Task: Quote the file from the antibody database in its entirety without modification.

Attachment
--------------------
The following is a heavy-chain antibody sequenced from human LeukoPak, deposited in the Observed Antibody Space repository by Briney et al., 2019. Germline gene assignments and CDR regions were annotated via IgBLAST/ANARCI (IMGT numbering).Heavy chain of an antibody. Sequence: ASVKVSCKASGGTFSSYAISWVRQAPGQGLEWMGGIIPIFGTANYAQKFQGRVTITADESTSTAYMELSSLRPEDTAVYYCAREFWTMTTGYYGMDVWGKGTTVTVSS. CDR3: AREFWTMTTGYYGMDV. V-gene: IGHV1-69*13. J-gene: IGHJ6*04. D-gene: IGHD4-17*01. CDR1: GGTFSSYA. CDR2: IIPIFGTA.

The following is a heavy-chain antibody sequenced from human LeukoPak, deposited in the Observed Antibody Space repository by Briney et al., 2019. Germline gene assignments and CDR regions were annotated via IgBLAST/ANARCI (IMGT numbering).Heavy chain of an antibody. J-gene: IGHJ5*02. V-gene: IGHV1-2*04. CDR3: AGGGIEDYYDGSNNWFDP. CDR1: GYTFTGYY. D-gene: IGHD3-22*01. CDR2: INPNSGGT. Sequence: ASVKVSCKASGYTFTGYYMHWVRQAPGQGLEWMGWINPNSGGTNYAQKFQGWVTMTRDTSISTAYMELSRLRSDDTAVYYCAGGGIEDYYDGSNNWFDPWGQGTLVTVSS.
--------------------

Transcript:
The following is a heavy-chain antibody sequenced from human LeukoPak, deposited in the Observed Antibody Space repository by Briney et al., 2019. Germline gene assignments and CDR regions were annotated via IgBLAST/ANARCI (IMGT numbering).Heavy chain of an antibody. Sequence: ASVKVSCKASGGTFSSYAISWVRQAPGQGLEWMGGIIPIFGTANYAQKFQGRVTITADESTSTAYMELSSLRPEDTAVYYCAREFWTMTTGYYGMDVWGKGTTVTVSS. CDR3: AREFWTMTTGYYGMDV. V-gene: IGHV1-69*13. J-gene: IGHJ6*04. D-gene: IGHD4-17*01. CDR1: GGTFSSYA. CDR2: IIPIFGTA.

The following is a heavy-chain antibody sequenced from human LeukoPak, deposited in the Observed Antibody Space repository by Briney et al., 2019. Germline gene assignments and CDR regions were annotated via IgBLAST/ANARCI (IMGT numbering).Heavy chain of an antibody. J-gene: IGHJ5*02. V-gene: IGHV1-2*04. CDR3: AGGGIEDYYDGSNNWFDP. CDR1: GYTFTGYY. D-gene: IGHD3-22*01. CDR2: INPNSGGT. Sequence: ASVKVSCKASGYTFTGYYMHWVRQAPGQGLEWMGWINPNSGGTNYAQKFQGWVTMTRDTSISTAYMELSRLRSDDTAVYYCAGGGIEDYYDGSNNWFDPWGQGTLVTVSS.